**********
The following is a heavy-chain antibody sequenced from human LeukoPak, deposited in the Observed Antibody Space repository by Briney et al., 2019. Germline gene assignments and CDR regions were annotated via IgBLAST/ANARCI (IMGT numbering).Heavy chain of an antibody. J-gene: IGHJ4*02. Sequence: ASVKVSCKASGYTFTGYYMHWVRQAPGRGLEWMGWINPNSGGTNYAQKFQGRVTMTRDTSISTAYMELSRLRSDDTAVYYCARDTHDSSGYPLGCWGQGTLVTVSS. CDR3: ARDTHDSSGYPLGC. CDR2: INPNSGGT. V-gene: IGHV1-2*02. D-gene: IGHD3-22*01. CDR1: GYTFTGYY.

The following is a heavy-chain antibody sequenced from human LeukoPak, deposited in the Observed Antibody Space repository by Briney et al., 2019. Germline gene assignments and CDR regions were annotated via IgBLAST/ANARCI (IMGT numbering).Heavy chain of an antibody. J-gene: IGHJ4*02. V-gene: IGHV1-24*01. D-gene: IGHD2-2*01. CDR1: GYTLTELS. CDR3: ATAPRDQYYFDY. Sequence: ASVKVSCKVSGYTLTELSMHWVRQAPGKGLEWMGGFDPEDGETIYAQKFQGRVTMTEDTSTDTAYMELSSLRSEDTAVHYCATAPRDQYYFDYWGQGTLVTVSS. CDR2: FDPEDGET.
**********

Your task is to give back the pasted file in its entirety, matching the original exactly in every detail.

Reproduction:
The following is a heavy-chain antibody sequenced from human LeukoPak, deposited in the Observed Antibody Space repository by Briney et al., 2019. Germline gene assignments and CDR regions were annotated via IgBLAST/ANARCI (IMGT numbering).Heavy chain of an antibody. J-gene: IGHJ4*02. Sequence: ASVKVSCKASGYTFTGYYMHWVRQAPGRGLEWMGWINPNSGGTNYAQKFQGRVTMTRDTSISTAYMELSRLRSDDTAVYYCARDTHDSSGYPLGCWGQGTLVTVSS. CDR3: ARDTHDSSGYPLGC. CDR2: INPNSGGT. V-gene: IGHV1-2*02. D-gene: IGHD3-22*01. CDR1: GYTFTGYY.

The following is a heavy-chain antibody sequenced from human LeukoPak, deposited in the Observed Antibody Space repository by Briney et al., 2019. Germline gene assignments and CDR regions were annotated via IgBLAST/ANARCI (IMGT numbering).Heavy chain of an antibody. J-gene: IGHJ4*02. V-gene: IGHV1-24*01. D-gene: IGHD2-2*01. CDR1: GYTLTELS. CDR3: ATAPRDQYYFDY. Sequence: ASVKVSCKVSGYTLTELSMHWVRQAPGKGLEWMGGFDPEDGETIYAQKFQGRVTMTEDTSTDTAYMELSSLRSEDTAVHYCATAPRDQYYFDYWGQGTLVTVSS. CDR2: FDPEDGET.